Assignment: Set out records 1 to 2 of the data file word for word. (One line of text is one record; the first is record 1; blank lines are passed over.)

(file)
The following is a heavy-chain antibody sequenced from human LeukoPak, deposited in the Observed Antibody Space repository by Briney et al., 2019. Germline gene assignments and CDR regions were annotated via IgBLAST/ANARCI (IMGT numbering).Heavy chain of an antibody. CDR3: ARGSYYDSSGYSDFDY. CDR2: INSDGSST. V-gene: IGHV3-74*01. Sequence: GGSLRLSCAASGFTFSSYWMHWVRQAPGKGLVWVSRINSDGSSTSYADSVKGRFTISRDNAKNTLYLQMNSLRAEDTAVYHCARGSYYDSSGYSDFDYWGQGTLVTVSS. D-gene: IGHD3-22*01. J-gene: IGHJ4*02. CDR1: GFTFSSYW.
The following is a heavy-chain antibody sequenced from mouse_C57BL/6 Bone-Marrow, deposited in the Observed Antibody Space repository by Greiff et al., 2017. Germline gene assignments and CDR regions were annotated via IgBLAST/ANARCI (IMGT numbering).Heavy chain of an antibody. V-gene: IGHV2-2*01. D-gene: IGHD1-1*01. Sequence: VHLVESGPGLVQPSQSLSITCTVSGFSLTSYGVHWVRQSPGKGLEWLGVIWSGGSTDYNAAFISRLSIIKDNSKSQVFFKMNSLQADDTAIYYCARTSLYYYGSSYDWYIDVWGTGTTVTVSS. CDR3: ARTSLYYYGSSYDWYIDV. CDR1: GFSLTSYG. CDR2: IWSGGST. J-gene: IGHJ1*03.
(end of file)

The following is a heavy-chain antibody sequenced from human LeukoPak, deposited in the Observed Antibody Space repository by Briney et al., 2019. Germline gene assignments and CDR regions were annotated via IgBLAST/ANARCI (IMGT numbering).Heavy chain of an antibody. CDR3: ARGSYYDSSGYSDFDY. CDR2: INSDGSST. V-gene: IGHV3-74*01. Sequence: GGSLRLSCAASGFTFSSYWMHWVRQAPGKGLVWVSRINSDGSSTSYADSVKGRFTISRDNAKNTLYLQMNSLRAEDTAVYHCARGSYYDSSGYSDFDYWGQGTLVTVSS. D-gene: IGHD3-22*01. J-gene: IGHJ4*02. CDR1: GFTFSSYW.
The following is a heavy-chain antibody sequenced from mouse_C57BL/6 Bone-Marrow, deposited in the Observed Antibody Space repository by Greiff et al., 2017. Germline gene assignments and CDR regions were annotated via IgBLAST/ANARCI (IMGT numbering).Heavy chain of an antibody. V-gene: IGHV2-2*01. D-gene: IGHD1-1*01. Sequence: VHLVESGPGLVQPSQSLSITCTVSGFSLTSYGVHWVRQSPGKGLEWLGVIWSGGSTDYNAAFISRLSIIKDNSKSQVFFKMNSLQADDTAIYYCARTSLYYYGSSYDWYIDVWGTGTTVTVSS. CDR3: ARTSLYYYGSSYDWYIDV. CDR1: GFSLTSYG. CDR2: IWSGGST. J-gene: IGHJ1*03.